5 steps for creating an employee recognition program

An effective and sustainable employee recognition program can increase engagement, make employees feel appreciated and reduce turnover.

 

Several studies have shown that the reason most Americans leave their jobs is because they don’t feel appreciated. As a business owner, you can develop a recognition program for employees — similar to what larger corporations have — that will help you attract and retain talent.

With a little forethought and planning, you can help hard-working employees feel appreciated and reap the benefits for the growth of your business. You could also potentially reduce voluntary turnover. In fact, a Bersin & Associates survey1 reported that companies with recognition programs that are highly effective at increasing employee engagement have 31 percent lower voluntary turnover than organizations with less effective programs.

Following these steps can help you develop an effective and sustainable employee recognition program that can increase engagement, make employees feel appreciated and reduce turnover.

 

1

Establish team recognition

Don’t try to develop a team recognition program in a vacuum. Recruit a few people who can actively co-create the initiative. As a small business, you may not have a large HR staff, so get cross-functional involvement by employees at all levels. By involving the team from the beginning, they will feel a sense of ownership and will want to promote the program among their peers.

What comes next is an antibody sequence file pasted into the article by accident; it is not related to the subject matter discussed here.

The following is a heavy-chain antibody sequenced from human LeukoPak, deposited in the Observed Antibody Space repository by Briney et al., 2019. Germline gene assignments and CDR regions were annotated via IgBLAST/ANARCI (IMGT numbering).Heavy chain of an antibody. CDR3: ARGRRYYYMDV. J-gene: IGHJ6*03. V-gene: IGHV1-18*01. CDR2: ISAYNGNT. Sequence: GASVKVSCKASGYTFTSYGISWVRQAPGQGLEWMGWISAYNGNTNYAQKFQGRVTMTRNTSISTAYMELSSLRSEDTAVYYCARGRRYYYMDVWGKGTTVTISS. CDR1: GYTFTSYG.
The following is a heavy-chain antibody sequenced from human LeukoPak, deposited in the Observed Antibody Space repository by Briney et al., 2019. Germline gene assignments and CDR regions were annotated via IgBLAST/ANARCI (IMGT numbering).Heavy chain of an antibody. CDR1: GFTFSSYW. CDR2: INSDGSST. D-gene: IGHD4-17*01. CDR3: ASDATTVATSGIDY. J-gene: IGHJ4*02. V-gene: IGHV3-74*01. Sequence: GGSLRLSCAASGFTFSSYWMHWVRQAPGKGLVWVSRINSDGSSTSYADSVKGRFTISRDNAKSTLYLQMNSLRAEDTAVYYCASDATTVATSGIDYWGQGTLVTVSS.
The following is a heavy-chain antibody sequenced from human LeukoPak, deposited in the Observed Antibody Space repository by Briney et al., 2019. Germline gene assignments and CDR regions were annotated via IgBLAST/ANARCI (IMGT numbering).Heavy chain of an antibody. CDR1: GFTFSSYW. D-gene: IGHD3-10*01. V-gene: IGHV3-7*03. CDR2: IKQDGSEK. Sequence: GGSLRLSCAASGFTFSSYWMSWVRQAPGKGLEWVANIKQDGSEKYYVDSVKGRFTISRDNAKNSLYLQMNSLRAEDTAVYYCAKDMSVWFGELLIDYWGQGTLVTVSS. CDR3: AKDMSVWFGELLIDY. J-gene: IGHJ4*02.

2

Identify what you want to reinforce

As a team, decide on the objective of your recognition program. For example, maybe you want to encourage employees who start and end meetings on time, or who deliver exceptional customer service. Or, are you trying to boost individual performance in sales or manufacturing? Another option is to reward entire teams or the entire company for reducing spending, reaching growth goals or other macro-level achievements.

3

Set attainable goals and clearly communicate expectations

When you announce your employee recognition program, make sure people know what’s in it for them. Why should they care? The answer should go beyond the carrot at the end of the stick. Tell them how they are affecting change and growing the organization so they feel a sense of purpose. They want the company to succeed — and they want you to notice how much they care. Make sure you set attainable goals as well. Start by looking at what’s reasonable to expect for your company, your industry and your people. If your competitors are growing by an average of 5 percent per year and you set a goal to grow your company by 20 percent, that’s probably unrealistic. As a result, employees will likely reject the program and feel defeated.

4

Acknowledge both the positive and negative

Some people feel our society overpraises, yet others leave their jobs for lack of appreciation. You have to find a balance. Creating an employee recognition program can certainly promote positive vibes, but don’t let it take the place of constructive criticism. After all, making positive changes requires us to first recognize where change is needed. Encourage a culture of constant improvement. To sustain enthusiasm in your program, make the rewards timely. If you only salute outstanding performance once a year, you may only see outstanding performance once a year. Your best bet is frequent reinforcement of incremental progress. One option is to recognize employees with prepaid rewards cards, such as U.S. Bank Rewards Cards, which allow them to purchase whatever they want, online or in-store

5

Make sure it works for your company

Fine-tune your program regularly by evaluating if it’s motivating, if it’s helping individuals and/or the organization achieve goals and if it fits the culture you want to create for your company. There are lots of great ideas out there for employee recognition programs, but what works for one company may not work for another.

 

Learn more about rewards that employees appreciate or visit usbank.com/small-business.